About the Go Programme

Shared use areas

Go Cycle

 

 

 

 

 
Proposed shared use areas within the Go Cycle programme are being developed in collaboration with disability and cycling groups, arbitrated by an independent accessibility consultancy.

Any shared use space will be carefully designed to help reduce potential conflict between cyclists and pedestrians, and will, where possible, include measures such as improved signage, training, enforcement and in-situ trials if necessary.

The concept of shared use areas was reviewed by a Council Task and Finish Group in late 2016. The membership of this group was made up of councillors supported by officers, consultants, Kingston Centre for Independent Living, Transport for London, the Centre for Accessible Environments and the Kingston Cycling Campaign.

The Task and Finish Group agreed on a number of design and enforcement measures relevant to all shared use areas in Go Cycle schemes across the borough. These were subsequently approved at the Residents Committee in February 2017.

Go Cycle Design Approach

In general, cyclists will be separated from pedestrians as far as is practicable. However, there are two main scenarios where shared space may be considered:

  • In locations where there is insufficient space to safely provide segregated facilities for all road users' needs.  Typically this may occur at junctions, narrow road sections and bus stops.

  • In locations where the function as a 'place' or 'destination' takes higher priority than function as a 'route', such as in the town centre.

In practice the two criteria above may both be present to a certain extent, such as at the junction of Wheatfield Way and Old London Road in the Wheatfield Way project.

The design process is in accordance with Department for Transport and TfL advice.

In addition, 'Accessibility Audits' by independent consultants have been commissioned for all Go Cycle designs.  The audit scope specifically includes making assessments and recommendations on the needs for visually impaired and disabled road users.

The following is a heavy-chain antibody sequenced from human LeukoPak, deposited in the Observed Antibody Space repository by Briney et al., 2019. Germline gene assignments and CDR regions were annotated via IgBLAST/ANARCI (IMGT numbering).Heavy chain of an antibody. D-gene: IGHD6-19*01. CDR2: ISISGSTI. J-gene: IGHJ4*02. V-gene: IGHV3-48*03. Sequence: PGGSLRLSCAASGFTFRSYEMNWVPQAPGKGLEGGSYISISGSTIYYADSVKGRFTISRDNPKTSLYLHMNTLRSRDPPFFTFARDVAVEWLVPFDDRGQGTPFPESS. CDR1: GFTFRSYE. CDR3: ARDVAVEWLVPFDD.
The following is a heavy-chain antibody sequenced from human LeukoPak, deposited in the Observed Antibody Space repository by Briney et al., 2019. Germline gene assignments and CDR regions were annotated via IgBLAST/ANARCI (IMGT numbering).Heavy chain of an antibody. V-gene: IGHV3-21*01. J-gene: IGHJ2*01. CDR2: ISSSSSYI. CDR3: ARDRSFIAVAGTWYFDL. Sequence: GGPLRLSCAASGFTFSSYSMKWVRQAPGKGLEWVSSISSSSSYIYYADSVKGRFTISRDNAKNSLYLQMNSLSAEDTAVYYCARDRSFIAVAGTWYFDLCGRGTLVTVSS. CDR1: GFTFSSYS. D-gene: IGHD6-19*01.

'Equality Impact Assessment Audits' have been undertaken to help evaluate the likely impact of changes and identify improvements to aid inclusion, particularly for the vulnerable (disabled, elderly, children, ethnic minorities) that wish to cycle more regularly but are intimidated by riding with road traffic. 

During detailed design of each proposed Go Cycle scheme we will consider further elimination or reduction of shared space use wherever possible. 

Where elements of shared space exist, bespoke designs will be carried out followed by careful monitoring in conjunction with visually impaired representatives.

Task and Finish Group

Following representations from the Kingston Centre for Independent Living (KCIL) a councillor led cross-party Task and Finish Group was established to look at how to optimise shared space areas for people with visual impairments and mobility issues.

The recommendations were reported to the Resident's Committee in February 2017. 

The Committee approved the recommendations for various design measures, including provision of contrasting surfacing for cycleways, delineation between footways and shared use spaces, and appropriate signage.
In addition, the Residents Committee approved awareness, training, education and enforcement measures to help ensure cyclists modify their riding behaviour, in particular in shared space areas.  

The measures approved by the Residents Committee will be incorporated into the Kingston Station and Wheatfield Way projects and applied elsewhere if needed.

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